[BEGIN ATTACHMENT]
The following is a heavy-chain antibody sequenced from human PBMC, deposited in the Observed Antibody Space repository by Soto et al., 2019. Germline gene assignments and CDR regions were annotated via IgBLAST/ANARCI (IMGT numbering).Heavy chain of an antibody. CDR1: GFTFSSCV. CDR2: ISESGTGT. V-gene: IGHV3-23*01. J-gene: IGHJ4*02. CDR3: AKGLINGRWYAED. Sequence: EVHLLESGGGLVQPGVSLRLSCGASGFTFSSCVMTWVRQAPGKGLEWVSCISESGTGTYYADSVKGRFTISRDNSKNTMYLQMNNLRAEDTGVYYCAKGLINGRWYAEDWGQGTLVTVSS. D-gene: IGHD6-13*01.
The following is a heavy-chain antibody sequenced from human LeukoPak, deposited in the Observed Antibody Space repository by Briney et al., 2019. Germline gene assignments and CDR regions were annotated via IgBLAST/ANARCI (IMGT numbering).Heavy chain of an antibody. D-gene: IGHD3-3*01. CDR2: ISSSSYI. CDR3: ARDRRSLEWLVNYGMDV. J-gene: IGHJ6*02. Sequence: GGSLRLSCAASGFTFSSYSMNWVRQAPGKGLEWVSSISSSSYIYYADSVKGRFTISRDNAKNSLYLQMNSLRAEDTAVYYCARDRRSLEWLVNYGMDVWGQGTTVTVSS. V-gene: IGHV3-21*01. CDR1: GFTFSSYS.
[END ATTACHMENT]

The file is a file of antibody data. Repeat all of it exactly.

The following is a heavy-chain antibody sequenced from human PBMC, deposited in the Observed Antibody Space repository by Soto et al., 2019. Germline gene assignments and CDR regions were annotated via IgBLAST/ANARCI (IMGT numbering).Heavy chain of an antibody. CDR1: GFTFSSCV. CDR2: ISESGTGT. V-gene: IGHV3-23*01. J-gene: IGHJ4*02. CDR3: AKGLINGRWYAED. Sequence: EVHLLESGGGLVQPGVSLRLSCGASGFTFSSCVMTWVRQAPGKGLEWVSCISESGTGTYYADSVKGRFTISRDNSKNTMYLQMNNLRAEDTGVYYCAKGLINGRWYAEDWGQGTLVTVSS. D-gene: IGHD6-13*01.
The following is a heavy-chain antibody sequenced from human LeukoPak, deposited in the Observed Antibody Space repository by Briney et al., 2019. Germline gene assignments and CDR regions were annotated via IgBLAST/ANARCI (IMGT numbering).Heavy chain of an antibody. D-gene: IGHD3-3*01. CDR2: ISSSSYI. CDR3: ARDRRSLEWLVNYGMDV. J-gene: IGHJ6*02. Sequence: GGSLRLSCAASGFTFSSYSMNWVRQAPGKGLEWVSSISSSSYIYYADSVKGRFTISRDNAKNSLYLQMNSLRAEDTAVYYCARDRRSLEWLVNYGMDVWGQGTTVTVSS. V-gene: IGHV3-21*01. CDR1: GFTFSSYS.